This Maple Sumac Lamb was created as part of a paid partnership with Maple from Canada UK.
Summer’s in full swing making it the perfect time for eating al fresco. Think light, fresh and beautifully cooked dishes as the order of the day! This recipe is easy to make and can mostly be prepped in advance – meaning you can spend more time socialising on a balmy, summer evening instead of behind the stove. The couscous is paired with herby parsley and mint, a little crumbled feta, avocado and fresh cucumber. The lamb is marinated in sumac, olive oil, Dark Pure Canadian Maple Syrup and a little salt and pepper, then pan-fried for 4 minutes each side before serving. Finally, add some flatbreads and Greek yoghurt to this dish, and you’re away.
buy clomid 50 Tips for searing the Maple Sumac Lamb:
If you want a juicy lamb loin, here’s how to cook it in the right way:
- where can i buy Ivermectin ivermectin Remove the lamb from the fridge at least 20 minutes before you’re ready to cook. This allows it to come to room temperature and ensures that when you place it in the pan, it cooks evenly.
- Apas Pat the meat dry with kitchen roll or a paper towel before pan-frying. For the perfect sear and a gorgeous, deep colour, this is essential.
- Don’t overcrowd the pan. Frying meat calls for a little space, otherwise you’ll end up steaming it.
- Use a stainless steel or cast iron skillet for this kind of cooking. Alternatively, cook the lamb over a barbecue set to high heat.
- Set the pan to a high heat and use a thin layer of oil. This will give you a nice, even caramelisation of the meat – especially with the Pure Canadian Maple Syrup involved! It’ll also prevent some spots from burning, and others remaining pale.
- Resist the temptation to touch it. It’s tempting, I know, but meat needs a few minutes of uninterrupted contact to properly sear. It’ll at first stick to the bottom of the pan, but once it starts to sear it should release itself naturally. It’s then ready to be flipped.
- Leave your meat to rest for 10 minutes. The juices need time to redistribute during this time, creating a tender, more juicier cut.
5 reasons I love this Maple Sumac Lamb:
- The couscous can be made a day ahead of time. Prep everything but the avocado (which will go brown if you add it too early), mix together and then remember to chop your avocado on the day and throw it in.
- The meat takes less than 10 minutes to cook. Want to spend more time with your guest, and less time in the kitchen? The meat is cooked for 4 minutes on each side over a high heat and can then be dished up immediately after it’s rested.
- It’s light and summery. On hot summer evenings, you don’t want to be eating anything too heavy. A good Côte du Rhônes red or rosé would pair beautifully with this.
- It can be kept for up to 3 days in the fridge. Have leftovers? Store in an airtight container for up to 3 days in the fridge and have it for lunch the next day.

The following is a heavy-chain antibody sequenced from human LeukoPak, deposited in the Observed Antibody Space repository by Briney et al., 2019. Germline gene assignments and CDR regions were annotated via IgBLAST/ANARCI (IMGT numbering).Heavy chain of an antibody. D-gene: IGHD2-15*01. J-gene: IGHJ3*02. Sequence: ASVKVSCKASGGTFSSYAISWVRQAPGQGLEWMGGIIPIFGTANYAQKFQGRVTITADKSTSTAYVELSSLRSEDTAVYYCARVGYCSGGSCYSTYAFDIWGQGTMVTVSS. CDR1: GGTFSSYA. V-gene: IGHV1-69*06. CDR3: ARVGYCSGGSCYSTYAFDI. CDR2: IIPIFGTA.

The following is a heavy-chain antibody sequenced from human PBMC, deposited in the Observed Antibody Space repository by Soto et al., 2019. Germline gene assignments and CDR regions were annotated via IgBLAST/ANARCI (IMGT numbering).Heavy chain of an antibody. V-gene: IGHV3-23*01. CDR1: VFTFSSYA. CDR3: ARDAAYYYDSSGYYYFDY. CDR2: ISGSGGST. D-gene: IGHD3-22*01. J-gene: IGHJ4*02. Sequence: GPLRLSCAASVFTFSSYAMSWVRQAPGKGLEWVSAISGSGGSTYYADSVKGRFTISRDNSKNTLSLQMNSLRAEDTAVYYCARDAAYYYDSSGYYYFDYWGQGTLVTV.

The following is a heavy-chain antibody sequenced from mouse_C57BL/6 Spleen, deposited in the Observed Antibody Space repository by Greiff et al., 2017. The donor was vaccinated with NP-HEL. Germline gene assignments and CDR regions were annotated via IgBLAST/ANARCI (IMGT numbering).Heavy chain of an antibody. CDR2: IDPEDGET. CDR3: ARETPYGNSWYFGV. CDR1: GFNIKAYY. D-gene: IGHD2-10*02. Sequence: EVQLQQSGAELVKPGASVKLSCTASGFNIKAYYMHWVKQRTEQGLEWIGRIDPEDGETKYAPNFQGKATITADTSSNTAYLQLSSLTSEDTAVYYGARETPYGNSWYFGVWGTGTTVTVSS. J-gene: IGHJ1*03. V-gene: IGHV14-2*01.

- The Dark Pure Canadian Maple Syrup gives it a gorgeous caramely flavour. This has a more robust taste than lighter maple syrup. It’s a strong and deep flavoured maple syrup, making it ideal for cooking with meats.
Did you know?
Maple syrup is classed based on its colour and flavour profile. The colours and flavours will change throughout the spring harvest and range from a light, delicate taste through to a dark, strong taste. Using the correct maple syrup in recipes changes everything.
1. Golden. This syrup comes from maple sap harvested at the very beginning of the season and has a sweet, delicate flavour. Perfect for topping yoghurts and ice cream.
2. Amber. A pure, rich taste and a magnificent amber colouring, this is fantastic for vinaigrettes and desserts.
3. Dark. This syrup has a more pronounced caramel flavour – perfect for cooking, baking and sauces and especially good for fruity dishes.
4. Very dark. This syrup is harvested at the end of the season and has a rich and distinctive flavour. Beautiful for sauces and glazes.
See how I made these over on Instagram!
Maple Sumac Lamb
For the couscous
- 120 g couscous
- 180 ml boiling water
- 30 g parsley finely chopped
- 30 g mint finely chopped
- 1 large cucumber deseeded and chopped into small pieces
- 1 large avocado skinned and chopped into small pieces
- 100 g feta cheese crumbled
For the lamb + marinade
- 4 200g lamb loin or backstrap
- 2 tbsp Dark Pure Canadian Maple Syrup
- 2 tbsp sumac
- 2 tbsp Extra Virgin olive oil
- Flaky sea salt
- Black pepper
- 4 Flatbreads
- 200 g Greek yoghurt
- Place the couscous and boiling water in a large heatproof bowl, cover with cling film and then set aside for at least 10 minutes until the water has been absorbed.
- Place the lamb into a shallow bowl, then add the sumac, maple syrup, olive oil and salt and pepper, coating the lamb well in the marinade. Set aside.
- Chop your parsley, mint, cucumber, feta and avocado, then fluff up the couscous and add everything to the bowl with a grind of salt and pepper. Mix well.
- Add a little oil to a frying pan over a high heat, or preheat your barbecue to a high heat. Add the lamb, frying for 3-4 minutes each side. Once cooked, cover with silver foil and leave to rest for 10 minutes.
- Divide the tomatoes and couscous between your plates, then slice the lamb and serve up. Sprinkle with salt and pepper, drizzle with a little extra olive oil and serve with the yoghurt and flatbreads.
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